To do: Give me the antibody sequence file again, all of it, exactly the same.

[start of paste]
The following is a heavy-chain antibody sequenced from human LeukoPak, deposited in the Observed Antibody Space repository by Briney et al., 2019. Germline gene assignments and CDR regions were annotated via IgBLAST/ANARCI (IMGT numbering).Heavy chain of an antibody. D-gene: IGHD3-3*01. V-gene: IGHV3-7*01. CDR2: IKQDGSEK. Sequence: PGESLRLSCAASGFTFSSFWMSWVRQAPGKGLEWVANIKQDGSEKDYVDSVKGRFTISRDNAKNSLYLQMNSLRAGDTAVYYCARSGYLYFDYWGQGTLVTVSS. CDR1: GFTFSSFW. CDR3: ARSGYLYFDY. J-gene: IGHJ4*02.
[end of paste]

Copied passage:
The following is a heavy-chain antibody sequenced from human LeukoPak, deposited in the Observed Antibody Space repository by Briney et al., 2019. Germline gene assignments and CDR regions were annotated via IgBLAST/ANARCI (IMGT numbering).Heavy chain of an antibody. D-gene: IGHD3-3*01. V-gene: IGHV3-7*01. CDR2: IKQDGSEK. Sequence: PGESLRLSCAASGFTFSSFWMSWVRQAPGKGLEWVANIKQDGSEKDYVDSVKGRFTISRDNAKNSLYLQMNSLRAGDTAVYYCARSGYLYFDYWGQGTLVTVSS. CDR1: GFTFSSFW. CDR3: ARSGYLYFDY. J-gene: IGHJ4*02.